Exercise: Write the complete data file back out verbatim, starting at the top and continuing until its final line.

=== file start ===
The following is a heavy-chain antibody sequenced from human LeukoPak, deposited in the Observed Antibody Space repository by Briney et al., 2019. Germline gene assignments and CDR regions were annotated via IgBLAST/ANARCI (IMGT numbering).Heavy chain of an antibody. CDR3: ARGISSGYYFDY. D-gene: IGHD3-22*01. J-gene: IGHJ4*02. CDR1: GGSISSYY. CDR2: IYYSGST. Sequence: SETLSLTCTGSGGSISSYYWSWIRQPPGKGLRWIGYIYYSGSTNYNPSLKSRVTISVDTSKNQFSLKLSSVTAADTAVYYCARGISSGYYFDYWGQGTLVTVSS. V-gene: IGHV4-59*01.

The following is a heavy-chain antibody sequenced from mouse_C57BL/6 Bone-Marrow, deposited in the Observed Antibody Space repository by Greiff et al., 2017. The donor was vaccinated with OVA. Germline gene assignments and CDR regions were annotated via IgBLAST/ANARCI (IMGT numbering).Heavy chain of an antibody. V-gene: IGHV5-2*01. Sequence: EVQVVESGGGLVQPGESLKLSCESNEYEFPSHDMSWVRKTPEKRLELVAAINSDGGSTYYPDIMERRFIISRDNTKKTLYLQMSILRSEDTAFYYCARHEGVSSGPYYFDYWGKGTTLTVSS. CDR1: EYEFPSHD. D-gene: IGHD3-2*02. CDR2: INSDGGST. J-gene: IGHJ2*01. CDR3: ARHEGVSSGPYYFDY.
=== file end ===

The following is a heavy-chain antibody sequenced from human LeukoPak, deposited in the Observed Antibody Space repository by Briney et al., 2019. Germline gene assignments and CDR regions were annotated via IgBLAST/ANARCI (IMGT numbering).Heavy chain of an antibody. CDR3: ARGISSGYYFDY. D-gene: IGHD3-22*01. J-gene: IGHJ4*02. CDR1: GGSISSYY. CDR2: IYYSGST. Sequence: SETLSLTCTGSGGSISSYYWSWIRQPPGKGLRWIGYIYYSGSTNYNPSLKSRVTISVDTSKNQFSLKLSSVTAADTAVYYCARGISSGYYFDYWGQGTLVTVSS. V-gene: IGHV4-59*01.

The following is a heavy-chain antibody sequenced from mouse_C57BL/6 Bone-Marrow, deposited in the Observed Antibody Space repository by Greiff et al., 2017. The donor was vaccinated with OVA. Germline gene assignments and CDR regions were annotated via IgBLAST/ANARCI (IMGT numbering).Heavy chain of an antibody. V-gene: IGHV5-2*01. Sequence: EVQVVESGGGLVQPGESLKLSCESNEYEFPSHDMSWVRKTPEKRLELVAAINSDGGSTYYPDIMERRFIISRDNTKKTLYLQMSILRSEDTAFYYCARHEGVSSGPYYFDYWGKGTTLTVSS. CDR1: EYEFPSHD. D-gene: IGHD3-2*02. CDR2: INSDGGST. J-gene: IGHJ2*01. CDR3: ARHEGVSSGPYYFDY.